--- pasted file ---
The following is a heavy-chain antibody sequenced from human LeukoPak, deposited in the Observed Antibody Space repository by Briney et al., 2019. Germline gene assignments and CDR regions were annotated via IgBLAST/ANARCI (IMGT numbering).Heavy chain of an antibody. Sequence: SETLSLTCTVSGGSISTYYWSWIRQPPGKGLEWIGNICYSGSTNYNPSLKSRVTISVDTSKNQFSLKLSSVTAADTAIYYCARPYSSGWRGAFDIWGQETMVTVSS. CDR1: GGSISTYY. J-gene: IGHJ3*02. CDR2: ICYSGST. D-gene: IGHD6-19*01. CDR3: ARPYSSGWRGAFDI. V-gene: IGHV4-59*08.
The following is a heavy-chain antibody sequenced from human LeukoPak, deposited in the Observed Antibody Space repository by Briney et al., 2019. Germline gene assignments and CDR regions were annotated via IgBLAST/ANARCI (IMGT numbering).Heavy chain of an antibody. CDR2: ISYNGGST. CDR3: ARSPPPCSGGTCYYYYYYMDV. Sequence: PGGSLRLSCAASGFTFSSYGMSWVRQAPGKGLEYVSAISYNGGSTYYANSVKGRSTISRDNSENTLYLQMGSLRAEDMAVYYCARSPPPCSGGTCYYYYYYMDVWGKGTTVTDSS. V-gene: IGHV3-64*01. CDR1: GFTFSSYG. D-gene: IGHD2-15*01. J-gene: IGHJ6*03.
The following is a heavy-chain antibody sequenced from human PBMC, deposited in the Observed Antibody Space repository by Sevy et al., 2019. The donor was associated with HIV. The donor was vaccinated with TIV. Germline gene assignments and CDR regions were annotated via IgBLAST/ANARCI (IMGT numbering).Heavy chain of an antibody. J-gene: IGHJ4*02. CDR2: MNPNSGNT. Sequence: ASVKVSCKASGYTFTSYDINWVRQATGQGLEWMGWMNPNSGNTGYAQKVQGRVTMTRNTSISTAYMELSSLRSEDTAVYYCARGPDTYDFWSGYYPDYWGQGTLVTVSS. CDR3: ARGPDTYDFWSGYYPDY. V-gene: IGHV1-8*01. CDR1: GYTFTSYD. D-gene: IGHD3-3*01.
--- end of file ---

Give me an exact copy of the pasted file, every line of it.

The following is a heavy-chain antibody sequenced from human LeukoPak, deposited in the Observed Antibody Space repository by Briney et al., 2019. Germline gene assignments and CDR regions were annotated via IgBLAST/ANARCI (IMGT numbering).Heavy chain of an antibody. Sequence: SETLSLTCTVSGGSISTYYWSWIRQPPGKGLEWIGNICYSGSTNYNPSLKSRVTISVDTSKNQFSLKLSSVTAADTAIYYCARPYSSGWRGAFDIWGQETMVTVSS. CDR1: GGSISTYY. J-gene: IGHJ3*02. CDR2: ICYSGST. D-gene: IGHD6-19*01. CDR3: ARPYSSGWRGAFDI. V-gene: IGHV4-59*08.
The following is a heavy-chain antibody sequenced from human LeukoPak, deposited in the Observed Antibody Space repository by Briney et al., 2019. Germline gene assignments and CDR regions were annotated via IgBLAST/ANARCI (IMGT numbering).Heavy chain of an antibody. CDR2: ISYNGGST. CDR3: ARSPPPCSGGTCYYYYYYMDV. Sequence: PGGSLRLSCAASGFTFSSYGMSWVRQAPGKGLEYVSAISYNGGSTYYANSVKGRSTISRDNSENTLYLQMGSLRAEDMAVYYCARSPPPCSGGTCYYYYYYMDVWGKGTTVTDSS. V-gene: IGHV3-64*01. CDR1: GFTFSSYG. D-gene: IGHD2-15*01. J-gene: IGHJ6*03.
The following is a heavy-chain antibody sequenced from human PBMC, deposited in the Observed Antibody Space repository by Sevy et al., 2019. The donor was associated with HIV. The donor was vaccinated with TIV. Germline gene assignments and CDR regions were annotated via IgBLAST/ANARCI (IMGT numbering).Heavy chain of an antibody. J-gene: IGHJ4*02. CDR2: MNPNSGNT. Sequence: ASVKVSCKASGYTFTSYDINWVRQATGQGLEWMGWMNPNSGNTGYAQKVQGRVTMTRNTSISTAYMELSSLRSEDTAVYYCARGPDTYDFWSGYYPDYWGQGTLVTVSS. CDR3: ARGPDTYDFWSGYYPDY. V-gene: IGHV1-8*01. CDR1: GYTFTSYD. D-gene: IGHD3-3*01.